Youth and Art
1 It once might have been, once only:
2 We lodged in a street together,
3 You, a sparrow on the housetop lonely,
4 I, a lone she-bird of his feather.
5 Your trade was with sticks and clay,
6 You thumbed, thrust, patted and polished,
7 Then laughed 'They will see some day
8 Smith made, and Gibson demolished.'
9 My business was song, song, song;
10 I chirped, cheeped, trilled and twittered,
11 'Kate Brown's on the boards ere long,
12 And Grisi's existence embittered!'
13 I earned no more by a warble
14 Than you by a sketch in plaster;
15 You wanted a piece of marble,
16 I needed a music-master.
17 We studied hard in our styles,
18 Chipped each at a crust like Hindoos,
19 For air looked out on the tiles,
20 For fun watched each other's windows.
21 You lounged, like a boy of the South,
22 Cap and blouse--nay, a bit of beard too;
23 Or you got it, rubbing your mouth
24 With fingers the clay adhered to.
25 And I--soon managed to find
26 Weak points in the flower-fence facing,
27 Was forced to put up a blind
28 And be safe in my corset-lacing.
29 No harm! It was not my fault
30 If you never turned your eye's tail up
31 As I shook upon E in alt,
32 Or ran the chromatic scale up:
33 For spring bade the sparrows pair,
34 And the boys and girls gave guesses,
35 And stalls in our street looked rare
36 With bulrush and watercresses.
37 Why did not you pinch a flower
38 In a pellet of clay and fling it?
39 Why did not I put a power
40 Of thanks in a look, or sing it?
41 I did look, sharp as a lynx,
42 (And yet the memory rankles,)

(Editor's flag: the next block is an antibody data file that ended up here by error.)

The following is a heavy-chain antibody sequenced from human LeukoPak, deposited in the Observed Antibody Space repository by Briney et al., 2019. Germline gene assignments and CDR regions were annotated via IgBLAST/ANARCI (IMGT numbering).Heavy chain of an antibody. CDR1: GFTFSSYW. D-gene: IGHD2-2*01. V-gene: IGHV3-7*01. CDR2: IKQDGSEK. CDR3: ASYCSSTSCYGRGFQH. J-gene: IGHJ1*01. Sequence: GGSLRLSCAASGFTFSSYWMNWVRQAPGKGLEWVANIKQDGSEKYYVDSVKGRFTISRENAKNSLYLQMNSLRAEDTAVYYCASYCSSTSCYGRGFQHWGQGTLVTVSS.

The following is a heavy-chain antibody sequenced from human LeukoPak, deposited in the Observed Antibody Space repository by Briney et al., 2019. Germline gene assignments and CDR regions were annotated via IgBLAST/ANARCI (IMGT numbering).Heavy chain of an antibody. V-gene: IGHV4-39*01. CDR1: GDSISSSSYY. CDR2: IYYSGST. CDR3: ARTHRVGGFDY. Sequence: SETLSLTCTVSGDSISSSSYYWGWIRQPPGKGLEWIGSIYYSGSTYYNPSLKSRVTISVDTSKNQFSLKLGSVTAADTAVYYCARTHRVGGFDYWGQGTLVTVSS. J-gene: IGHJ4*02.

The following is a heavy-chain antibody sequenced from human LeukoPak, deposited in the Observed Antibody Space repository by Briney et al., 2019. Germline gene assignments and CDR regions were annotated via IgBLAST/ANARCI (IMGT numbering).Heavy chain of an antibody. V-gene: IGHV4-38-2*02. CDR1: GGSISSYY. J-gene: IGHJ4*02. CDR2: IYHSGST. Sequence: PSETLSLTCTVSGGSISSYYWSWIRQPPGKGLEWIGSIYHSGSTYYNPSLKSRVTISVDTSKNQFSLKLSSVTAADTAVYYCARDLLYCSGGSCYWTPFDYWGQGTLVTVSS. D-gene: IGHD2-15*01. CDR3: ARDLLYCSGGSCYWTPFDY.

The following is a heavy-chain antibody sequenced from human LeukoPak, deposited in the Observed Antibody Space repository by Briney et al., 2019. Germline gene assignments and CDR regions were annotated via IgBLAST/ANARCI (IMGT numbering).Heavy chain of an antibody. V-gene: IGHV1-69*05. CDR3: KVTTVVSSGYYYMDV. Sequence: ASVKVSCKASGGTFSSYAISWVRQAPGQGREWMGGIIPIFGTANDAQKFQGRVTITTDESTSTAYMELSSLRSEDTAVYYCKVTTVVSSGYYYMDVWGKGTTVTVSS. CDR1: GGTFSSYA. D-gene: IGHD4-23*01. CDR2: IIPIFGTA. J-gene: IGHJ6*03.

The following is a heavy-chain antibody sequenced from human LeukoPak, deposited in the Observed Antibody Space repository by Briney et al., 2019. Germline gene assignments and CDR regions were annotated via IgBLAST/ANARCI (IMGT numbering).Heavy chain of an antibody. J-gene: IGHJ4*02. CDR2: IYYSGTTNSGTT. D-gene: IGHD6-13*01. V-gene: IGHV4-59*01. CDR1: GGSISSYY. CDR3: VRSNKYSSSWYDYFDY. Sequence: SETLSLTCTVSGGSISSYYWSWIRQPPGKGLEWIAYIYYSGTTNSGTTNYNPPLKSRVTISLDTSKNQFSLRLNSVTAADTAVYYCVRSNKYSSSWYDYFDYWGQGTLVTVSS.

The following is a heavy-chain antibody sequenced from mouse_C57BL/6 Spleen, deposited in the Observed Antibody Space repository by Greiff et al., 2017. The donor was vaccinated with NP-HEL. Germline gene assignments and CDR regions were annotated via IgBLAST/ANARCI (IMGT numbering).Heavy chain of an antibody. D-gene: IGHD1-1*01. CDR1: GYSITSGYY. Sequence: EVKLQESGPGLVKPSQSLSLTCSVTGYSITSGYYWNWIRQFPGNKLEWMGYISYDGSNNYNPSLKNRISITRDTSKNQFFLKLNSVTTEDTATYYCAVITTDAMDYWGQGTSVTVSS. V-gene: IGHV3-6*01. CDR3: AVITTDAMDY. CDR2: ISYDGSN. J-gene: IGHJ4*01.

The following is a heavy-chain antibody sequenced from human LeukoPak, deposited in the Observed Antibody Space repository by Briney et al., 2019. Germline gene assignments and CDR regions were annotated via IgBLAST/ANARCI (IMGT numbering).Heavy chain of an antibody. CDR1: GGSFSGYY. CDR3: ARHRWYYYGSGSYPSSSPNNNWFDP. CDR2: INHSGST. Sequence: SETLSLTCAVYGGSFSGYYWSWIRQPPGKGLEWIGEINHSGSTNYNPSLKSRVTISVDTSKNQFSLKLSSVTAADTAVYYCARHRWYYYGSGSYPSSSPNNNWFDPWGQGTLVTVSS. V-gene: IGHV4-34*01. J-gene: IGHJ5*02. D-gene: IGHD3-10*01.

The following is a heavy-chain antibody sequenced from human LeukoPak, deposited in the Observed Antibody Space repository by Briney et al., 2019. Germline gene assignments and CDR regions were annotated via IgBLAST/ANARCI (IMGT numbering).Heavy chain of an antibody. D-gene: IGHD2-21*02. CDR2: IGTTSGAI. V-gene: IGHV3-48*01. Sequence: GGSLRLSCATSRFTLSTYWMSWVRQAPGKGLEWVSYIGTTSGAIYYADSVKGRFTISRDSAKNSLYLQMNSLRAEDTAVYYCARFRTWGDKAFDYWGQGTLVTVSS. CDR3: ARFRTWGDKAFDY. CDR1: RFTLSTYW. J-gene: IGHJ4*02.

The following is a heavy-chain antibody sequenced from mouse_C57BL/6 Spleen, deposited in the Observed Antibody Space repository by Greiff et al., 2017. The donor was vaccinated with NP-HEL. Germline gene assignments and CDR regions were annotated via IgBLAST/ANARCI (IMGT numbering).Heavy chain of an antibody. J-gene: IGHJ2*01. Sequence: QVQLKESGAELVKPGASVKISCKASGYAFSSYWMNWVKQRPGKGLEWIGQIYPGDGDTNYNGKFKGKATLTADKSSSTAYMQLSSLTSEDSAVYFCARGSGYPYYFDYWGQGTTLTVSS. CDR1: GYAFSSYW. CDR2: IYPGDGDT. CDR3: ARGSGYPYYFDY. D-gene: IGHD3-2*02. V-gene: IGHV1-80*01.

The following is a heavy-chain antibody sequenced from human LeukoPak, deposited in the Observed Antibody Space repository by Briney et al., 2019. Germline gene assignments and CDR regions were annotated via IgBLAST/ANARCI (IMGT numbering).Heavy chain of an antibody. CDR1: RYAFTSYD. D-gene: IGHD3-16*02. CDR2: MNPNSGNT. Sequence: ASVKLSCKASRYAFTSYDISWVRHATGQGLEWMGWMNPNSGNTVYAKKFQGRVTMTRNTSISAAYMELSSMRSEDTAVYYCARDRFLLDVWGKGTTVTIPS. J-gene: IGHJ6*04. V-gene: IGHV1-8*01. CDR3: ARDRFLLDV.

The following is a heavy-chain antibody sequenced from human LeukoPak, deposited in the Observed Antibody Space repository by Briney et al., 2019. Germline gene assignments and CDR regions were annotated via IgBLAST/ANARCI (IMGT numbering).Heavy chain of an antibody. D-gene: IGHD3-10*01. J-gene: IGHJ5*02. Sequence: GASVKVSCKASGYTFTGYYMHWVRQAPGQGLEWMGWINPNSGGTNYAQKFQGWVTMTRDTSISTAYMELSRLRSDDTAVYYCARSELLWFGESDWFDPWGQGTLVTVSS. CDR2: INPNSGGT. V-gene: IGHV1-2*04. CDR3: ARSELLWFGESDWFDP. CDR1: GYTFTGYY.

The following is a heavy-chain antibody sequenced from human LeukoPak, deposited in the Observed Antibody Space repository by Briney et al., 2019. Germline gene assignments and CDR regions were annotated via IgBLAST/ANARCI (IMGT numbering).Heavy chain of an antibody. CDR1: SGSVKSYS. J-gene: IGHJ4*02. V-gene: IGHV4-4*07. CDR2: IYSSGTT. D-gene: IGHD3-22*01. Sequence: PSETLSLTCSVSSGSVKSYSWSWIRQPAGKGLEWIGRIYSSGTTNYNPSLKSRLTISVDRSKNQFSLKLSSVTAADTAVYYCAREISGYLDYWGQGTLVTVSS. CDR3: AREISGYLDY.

43 When models arrived, some minx
44 Tripped up-stairs, she and her ankles.
45 But I think I gave you as good!
46 'That foreign fellow,--who can know
47 How she pays, in a playful mood,
48 For his tuning her that piano?'
49 Could you say so, and never say
50 'Suppose we join hands and fortunes,
51 And I fetch her from over the way,
52 Her, piano, and long tunes and short tunes?'
53 No, no: you would not be rash,
54 Nor I rasher and something over:
55 You've to settle yet Gibson's hash,
56 And Grisi yet lives in clover.
57 But you meet the Prince at the Board,
58 I'm queen myself at bals-paré,
59 I've married a rich old lord,
60 And you're dubbed knight and an R.A.
61 Each life unfulfilled, you see;
62 It hangs still, patchy and scrappy:
63 We have not sighed deep, laughed free,
64 Starved, feasted, despaired,--been happy.
65 And nobody calls you a dunce,
66 And people suppose me clever:
67 This could but have happened once,
68 And we missed it, lost it for ever.
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Comments about this poem (Youth and Art by Robert Browning )
(1 February 1902 – 22 May 1967)
(March 26, 1874 – January 29, 1963)
(4 April 1928 - 28 May 2014)
(16 August 1920 – 9 March 1994)
(12 July 1904 – 23 September 1973)
Edgar Allan Poe
(19 January 1809 - 7 October 1849)
(28 November 1757 – 12 August 1827)
(10 December 1830 – 15 May 1886)
(30 December 1865 – 18 January 1936)
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